"The second edition of Monsterhearts contains a lot more focus on queerness and queer shame because the game has slowly revealed to me how that was always already central."
Every videogame is, after all, at a level of abstraction from the reality its images refer to. It is, to some degree, metaphorical. Yet the magic of metaphor lies in its ability to bring us closer to reality while distancing us from it; once again, we return to an essential aspect of gaming. Being at once outside and within the “real world,” escaping from it but also glorying in it. Alder understands this quite clearly, not only from the perspective of the player, but of the dev whose work gets away from her in a beautiful way.
In her handwritten zine notes, for instance, she says “the second edition of Monsterhearts contains a lot more focus on queerness and queer shame because the game has slowly revealed to me how that was always already central.” To develop is a game is, often as not, to set events in motion that you eventually lose control over. Emergent themes will blossom among your players and reveal to you hidden depths that were hitherto invisible to you as a dev.
Of course, sometimes what emerges are seemingly insoluble flaws. In the case of Monsterhearts, a relic of Powered by the Apocalypse game design bedeviled Alder. In Apocalypse World and its related “Powered By” clones, when you roll up a character, your fellow players and the GM may highlight certain stats of yours which give you an ongoing bonus to any rolls you take with that stat. But, as Alder noticed, this simply led to a gaming of the system that undermined the intentions behind the mechanic (i.e. incentivizing a player to try rolls on stats they weren’t good at, in a bid to give RP depth to their character). “People would pout if their weak stats got highlighted. And if their good stats got highlighted, they would lean on those moves almost exclusively throughout play,” Alder wrote.
"Sometimes good game design is like good architecture: the genius lies not in what you add, but in what you can take away."
The solution to this was to make Monsterhearts 2 a game that truly rewarded a diversity of stat rolls. Using your weak stats “creates more opportunities for painful growth (and, ultimately, advancement)... making weak moves gets you tokens, which help you kick more ass later.”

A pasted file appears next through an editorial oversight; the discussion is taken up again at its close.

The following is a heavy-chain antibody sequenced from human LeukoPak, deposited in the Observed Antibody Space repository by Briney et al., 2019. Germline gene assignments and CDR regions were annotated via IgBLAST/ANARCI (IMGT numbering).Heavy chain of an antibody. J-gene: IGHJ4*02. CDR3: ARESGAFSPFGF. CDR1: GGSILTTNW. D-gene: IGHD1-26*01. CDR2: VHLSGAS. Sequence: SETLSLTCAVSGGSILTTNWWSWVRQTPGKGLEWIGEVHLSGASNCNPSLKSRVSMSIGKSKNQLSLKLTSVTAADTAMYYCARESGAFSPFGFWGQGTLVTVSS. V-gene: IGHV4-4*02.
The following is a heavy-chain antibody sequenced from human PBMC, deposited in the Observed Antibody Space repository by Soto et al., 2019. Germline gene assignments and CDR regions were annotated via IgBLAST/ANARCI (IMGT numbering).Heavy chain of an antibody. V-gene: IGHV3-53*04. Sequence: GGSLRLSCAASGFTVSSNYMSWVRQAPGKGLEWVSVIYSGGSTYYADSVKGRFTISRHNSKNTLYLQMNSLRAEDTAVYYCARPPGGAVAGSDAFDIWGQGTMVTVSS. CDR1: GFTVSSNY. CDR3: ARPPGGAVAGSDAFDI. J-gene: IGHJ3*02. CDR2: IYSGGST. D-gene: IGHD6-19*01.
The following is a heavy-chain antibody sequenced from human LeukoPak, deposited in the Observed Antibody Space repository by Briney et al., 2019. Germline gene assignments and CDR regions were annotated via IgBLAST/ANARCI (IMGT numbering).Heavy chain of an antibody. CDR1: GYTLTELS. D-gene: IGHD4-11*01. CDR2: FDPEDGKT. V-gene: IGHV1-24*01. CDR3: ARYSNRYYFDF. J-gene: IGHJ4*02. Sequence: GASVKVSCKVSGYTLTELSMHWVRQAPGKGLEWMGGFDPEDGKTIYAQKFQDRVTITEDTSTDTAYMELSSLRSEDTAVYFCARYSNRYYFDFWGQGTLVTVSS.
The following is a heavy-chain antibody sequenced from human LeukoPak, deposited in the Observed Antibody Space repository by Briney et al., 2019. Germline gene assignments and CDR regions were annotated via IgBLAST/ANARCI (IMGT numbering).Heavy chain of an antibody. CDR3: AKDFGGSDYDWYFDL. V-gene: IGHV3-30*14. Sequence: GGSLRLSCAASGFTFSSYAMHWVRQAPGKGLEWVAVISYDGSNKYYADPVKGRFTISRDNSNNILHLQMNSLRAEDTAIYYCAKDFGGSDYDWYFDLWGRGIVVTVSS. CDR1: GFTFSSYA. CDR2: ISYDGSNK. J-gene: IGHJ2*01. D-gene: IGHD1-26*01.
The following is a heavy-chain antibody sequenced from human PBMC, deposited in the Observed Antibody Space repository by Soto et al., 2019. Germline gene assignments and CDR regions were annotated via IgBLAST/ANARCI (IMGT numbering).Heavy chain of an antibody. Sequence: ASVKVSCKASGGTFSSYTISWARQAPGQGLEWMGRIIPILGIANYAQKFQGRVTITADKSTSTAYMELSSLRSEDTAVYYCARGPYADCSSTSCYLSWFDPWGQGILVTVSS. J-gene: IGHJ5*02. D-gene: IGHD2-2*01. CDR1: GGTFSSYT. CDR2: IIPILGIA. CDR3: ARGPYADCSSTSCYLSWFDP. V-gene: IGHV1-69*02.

Sometimes good game design is like good architecture: the genius lies not in what you add, but in what you can take away. Alder’s approach to Monsterhearts 2 was very much minimalist in that way, wherein she emphasized certain existing themes instead of pure novelty. She was after a “tight experience at the game table,” flowing from a streamlined game. In the process, iconic moves like “Pulling Strings”--where you manipulate someone into doing what you want-- were pared down into something simple and elegant that worked for both other players and NPCs.
The last section of the zine lists all of Alder’s answers to the “1 like = 1 insight from designing games” Twitter meme and contains more than a few gems. It seems fitting to close with one:
“When critiquing or developing a game, use the toddler technique: ask “why? But why? But why?” until you arrive at something profound.”
I might prefer to call this the “sociologist’s technique” but then there’s always something to be said for wisdom from the mouth of babes. The instinct to question the very foundations of the world around them is surely the most pearlescent bit of that infantile wisdom, and it's something that would serve every game dev particularly well.
Katherine Cross is a Ph.D student in sociology who researches anti-social behavior online, and a gaming critic whose work has appeared in numerous publications.